Study question: Are women with asthma, and more specifically those with severe or uncontrolled asthma, at higher risk of spontaneous and induced abortions?
Summary answer: Pregnant women with asthma, notably when uncontrolled, are at higher risk of spontaneous abortion.
What is known already: Only one study has examined the association between asthma and spontaneous and induced abortions and revealed a modest increase in the risk of spontaneous abortions, particularly in women with more severe asthma and those with previous exacerbations, and a marginal decrease in the risk of induced abortions.
Study design, size, duration: A cohort of pregnancies from asthmatic (n = 15,107) and non-asthmatic (n = 34,331) women was reconstructed by linking three administrative databases from Quebec (Canada), between 1992 and 2002. The cohort included 7870 spontaneous abortions, 14,596 induced abortions and 26,972 live births.
Participants/materials, setting, methods: Pregnant women with and without asthma were analyzed. Asthma was defined by at least one asthma diagnosis and one dispensed prescription for an asthma medication in the 2 years prior to or during pregnancy. Asthma severity and control were assessed using validated indexes in the year before the 20th week of pregnancy or the termination of the pregnancy. Logistic polytomous regression models were used to estimate the relationship between asthma and asthma severity and control on the risk of abortion, while adjusting for potential confounders.
Main results and the role of chance: The prevalence of spontaneous and induced abortions was 15.9 and 29.5%, respectively. Maternal asthma was associated with an increased risk of a spontaneous abortion [odds ratio (OR) = 1.41; 95% confidence interval (CI): 1.33-1.49] and a decreased risk of induced abortions (OR = 0.92; 0.88-0.97). No association was observed between asthma severity and abortion, while uncontrolled asthma increased the risk of a spontaneous abortion by 26% (95% CI: 14-41%) and the risk of induced abortions by 11% (95% CI: 1-21%).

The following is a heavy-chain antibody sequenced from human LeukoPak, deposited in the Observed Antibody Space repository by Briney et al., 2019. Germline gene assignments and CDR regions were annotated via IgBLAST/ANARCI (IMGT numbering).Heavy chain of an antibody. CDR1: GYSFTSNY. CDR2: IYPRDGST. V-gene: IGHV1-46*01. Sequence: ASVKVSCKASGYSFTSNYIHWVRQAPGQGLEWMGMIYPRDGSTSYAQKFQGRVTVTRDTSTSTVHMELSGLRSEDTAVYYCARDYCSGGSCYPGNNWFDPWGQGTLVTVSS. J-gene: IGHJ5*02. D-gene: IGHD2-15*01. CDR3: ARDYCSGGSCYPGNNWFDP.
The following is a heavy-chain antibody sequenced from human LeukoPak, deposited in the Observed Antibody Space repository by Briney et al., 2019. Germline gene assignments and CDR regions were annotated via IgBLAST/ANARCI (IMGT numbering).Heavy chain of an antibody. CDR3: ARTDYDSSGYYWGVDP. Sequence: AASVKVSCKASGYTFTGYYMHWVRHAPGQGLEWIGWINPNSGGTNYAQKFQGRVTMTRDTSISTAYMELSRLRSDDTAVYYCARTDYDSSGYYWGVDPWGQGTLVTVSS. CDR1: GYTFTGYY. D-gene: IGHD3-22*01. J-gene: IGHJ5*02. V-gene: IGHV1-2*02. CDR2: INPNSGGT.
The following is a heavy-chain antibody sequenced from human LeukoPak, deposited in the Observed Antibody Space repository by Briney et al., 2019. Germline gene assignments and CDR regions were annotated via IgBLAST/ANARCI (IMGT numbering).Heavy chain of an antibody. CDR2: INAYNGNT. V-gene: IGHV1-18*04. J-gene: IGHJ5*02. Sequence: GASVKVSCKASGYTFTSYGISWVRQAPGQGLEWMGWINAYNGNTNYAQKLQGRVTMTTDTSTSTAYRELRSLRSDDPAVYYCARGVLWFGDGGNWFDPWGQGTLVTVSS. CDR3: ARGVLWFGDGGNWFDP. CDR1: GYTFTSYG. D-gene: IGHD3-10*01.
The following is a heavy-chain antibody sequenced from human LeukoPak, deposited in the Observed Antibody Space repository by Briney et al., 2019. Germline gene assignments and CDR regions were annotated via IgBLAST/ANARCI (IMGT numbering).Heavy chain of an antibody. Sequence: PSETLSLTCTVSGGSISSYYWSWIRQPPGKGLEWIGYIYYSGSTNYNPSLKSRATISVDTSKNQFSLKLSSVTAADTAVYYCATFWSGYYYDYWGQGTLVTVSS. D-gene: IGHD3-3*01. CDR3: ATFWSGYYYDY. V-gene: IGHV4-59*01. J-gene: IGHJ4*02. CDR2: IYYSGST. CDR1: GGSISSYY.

Limitations, reasons for caution: It is possible that the study results were confounded by imbalances between groups in variables that are not recorded in the databases, but that are known to be associated with spontaneous abortions, such as alcohol consumption, obesity or maternal smoking. However, we performed sensitivity analyses which revealed that these factors are unlikely to explain the observed increased risk for a spontaneous abortion. It is also possible that women with asthma are more likely to have abortions recorded in the databases, because subjects with a chronic disease tend to visit a physician more often than those without asthma. Therefore, our odds estimates for these outcomes may be overestimated when asthmatic women were compared with non-asthmatic women. A further limitation of the study is that it would have been more appropriate to measure the severity and control of asthma only during the pregnancy.
Wider implications of the findings: Our cohort is less representative of women in the upper socio-economic level. This is not a threat to internal validity, but it could limit the external validity if the impact of asthma on the risk of abortion differed according to the socio-economic status of the mother. Despite the absence of supporting data, this possibility cannot be completely excluded.
Study funding/competing interest(s): This study was funded by the Canadian Institutes of Health Research and Genentech. L.B. received research grants from Astra-Zeneca, Pfizer, sanofi-aventis, Novartis and Merck for research projects and co-chairs the Astra-Zeneca Endowment Pharmaceutical Chair in Respiratory Health. F.Z.K and A.F. have no competing interests to declare.